Vision is a crucial sense for most animals, and vertebrates have evolved a highly adaptable set of opsin genes that generate light-sensitive pigments to decode the retinal image. These opsins include a rod opsin to help see in low light, and four classes of cone opsins to see in bright light and detect colors across the visible light spectrum.
Throughout evolution, these opsins have been altered, lost or duplicated in many species to provide unique adaptations for vision on land, in air and underwater. For example, most birds have retained the full complement of one rod and four cone opsin genes present in the first jawed fishes, and are therefore cone tetrachromats. By contrast, most placental land mammals have lost the SWS2 blue- and RH2 green-sensitive cone opsins, and retained (in addition to the RH1 rod opsin) only the SWS1 violet- and LWS red-sensitive cone opsins, making them cone dichromats. Some primates subsequently duplicated the LWS cone opsin to produce a third cone pigment and develop the trichromacy familiar to humans.
Previous studies have shown that in their transition to the sea, most marine mammals have also lost the SWS1 opsin gene class, to become cone monochromats with their vision mediated by the LWS opsin. The result is nonexistent (or minimal) color vision in seals, dolphins and whales. And deep-diving whales have been found to have subsequently lost all cone classes and retain just the rod pigment, with a potentially dramatic impact on their range of visual sensitivity.
Until now, little has been known about the evolution of vision in cartilaginous fishes, particularly sharks and their genetic cousins, the rays.
“We have characterized the molecular identity of the retinal visual pigments expressed in five species of shark and four species of ray, focusing on shallow-dwelling species known or likely to possess cone photoreceptors, and those filling particular phylogenetic gaps,” said corresponding author Nathan Hart.
In his team’s new study, they have shown that all cartilaginous fishes, similar to the marine mammals, have lost the SWS1 and SWS2 opsin genes. Sharks and rays do contain both rod and cone photoreceptors; however rays possess two cone opsin genes whereas sharks have only one cone. Sharks therefore were found to have lost the ability to see colors.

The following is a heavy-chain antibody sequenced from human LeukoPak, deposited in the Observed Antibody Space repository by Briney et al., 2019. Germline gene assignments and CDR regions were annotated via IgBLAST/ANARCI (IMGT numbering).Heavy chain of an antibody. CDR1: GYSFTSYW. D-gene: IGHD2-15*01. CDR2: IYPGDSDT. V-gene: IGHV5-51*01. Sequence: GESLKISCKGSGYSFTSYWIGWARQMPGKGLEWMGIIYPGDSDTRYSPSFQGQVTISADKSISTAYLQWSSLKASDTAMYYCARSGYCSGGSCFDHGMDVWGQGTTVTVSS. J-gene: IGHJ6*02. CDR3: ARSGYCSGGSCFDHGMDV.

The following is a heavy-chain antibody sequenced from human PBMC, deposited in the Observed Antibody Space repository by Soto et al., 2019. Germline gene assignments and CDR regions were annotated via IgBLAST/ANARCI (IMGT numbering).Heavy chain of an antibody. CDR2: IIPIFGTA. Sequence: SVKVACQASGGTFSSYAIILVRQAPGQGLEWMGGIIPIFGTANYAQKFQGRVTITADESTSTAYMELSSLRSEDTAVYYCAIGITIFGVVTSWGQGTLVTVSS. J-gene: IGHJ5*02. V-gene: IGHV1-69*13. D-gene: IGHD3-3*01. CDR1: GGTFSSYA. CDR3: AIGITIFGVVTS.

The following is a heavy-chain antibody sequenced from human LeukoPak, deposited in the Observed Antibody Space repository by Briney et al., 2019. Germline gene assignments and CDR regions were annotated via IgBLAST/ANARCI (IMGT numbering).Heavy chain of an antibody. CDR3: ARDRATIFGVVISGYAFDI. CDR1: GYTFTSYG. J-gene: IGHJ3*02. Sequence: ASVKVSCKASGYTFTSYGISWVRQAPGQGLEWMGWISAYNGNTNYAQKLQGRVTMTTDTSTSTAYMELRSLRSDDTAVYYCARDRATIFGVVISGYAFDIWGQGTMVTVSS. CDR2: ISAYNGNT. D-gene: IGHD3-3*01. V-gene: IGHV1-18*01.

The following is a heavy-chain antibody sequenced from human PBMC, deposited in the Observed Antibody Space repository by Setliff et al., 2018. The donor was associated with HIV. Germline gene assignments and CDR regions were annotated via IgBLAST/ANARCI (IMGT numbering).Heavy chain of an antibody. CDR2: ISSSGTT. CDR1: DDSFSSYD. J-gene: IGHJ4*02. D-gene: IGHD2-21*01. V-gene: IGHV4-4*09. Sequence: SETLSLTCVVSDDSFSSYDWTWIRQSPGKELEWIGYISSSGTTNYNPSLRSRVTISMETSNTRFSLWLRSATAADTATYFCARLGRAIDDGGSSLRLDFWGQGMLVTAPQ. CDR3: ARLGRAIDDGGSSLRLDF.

“Furthermore, we provided measurements of the spectral characteristics of the visual pigments expressed in nine species of ray and two species of shark,” said Hart. “We can now confirm that all the shark species studied to date appear to be cone monochromats but report that in different species the single cone opsin may be of either the LWS or the RH2 class of opsins.”
“Broadly speaking, color discrimination may be useful for behaviors such as prey detection, predator avoidance, and mate choice. Given that many ray species spend considerable periods of time resting on or partially buried in the substrate, color vision may instead aid in the detection of approaching overhead predators through either enhancement of visual contrast or elimination of achromatic flicker.”
Hart reasons that the ocean environments, and range of light conditions during hunting may have cause many of the unique opsin adaptations for sharks.
“Due to absorption, reflection, and scattering by the water itself and any dissolved or suspended substances, most aquatic habitats are characterized by low visual contrast. Moreover, many sharks are active both night and day and must therefore operate under a wide range of light intensities. It is likely therefore that sharks are often operating close to the threshold of their visual capabilities where the disadvantages of color vision circuitry might be detrimental to survival.”
The study has provided the most detailed picture yet of the diversity of opsins expressed in the retinas of elasmobranchs, which includes rays and sharks.
“Our findings are also relevant for understanding the evolution of cone-based chromatic vision across vertebrates. In general, this reversion to cone monochromacy independently in several primarily and secondarily aquatic taxa suggests that color vision is of little value to many large marine predators.”
Hart’s team also traced an evolutionary time divergence for the opsin genes in the sharks and rays and placed these timelines within the larger context of vertebrate vision evolution.
The five major classes of visual opsin genes present in vertebrates (SWS1, SWS2, RH1, RH2, and LWS) evolved prior to the divergence of the agnathan lampreys from the gnathostomes over 540 Ma.
“It would appear that the SWS1 and SWS2 opsin genes were lost from this lineage following its separation from the bony fishes 460 Ma and prior to the divergence of the holocephalan (chimeras) and the elasmobranchs (sharks, skates, and rays) 420 Ma. Thus, it seems likely that only the RH1, RH2, and LWS opsin genes were retained in ancestral chondrichthyans (cartilaginous fish), with a subsequent gene duplication within the holocephalan lineage giving rise to two copies of the LWS opsin gene in the elephant shark Callorhinchus milii.”
The study was published recently in the advanced online edition of Molecular Biology and Evolution.
Reference: “Visual Opsin Diversity in Sharks and Rays” by Nathan S Hart, Trevor D Lamb, Hardip R Patel, Aaron Chuah, Riccardo C Natoli, Nicholas J Hudson, Scott C Cutmore, Wayne I L Davies, Shaun P Collin and David M Hunt, 26 November 2019, Molecular Biology and Evolution.
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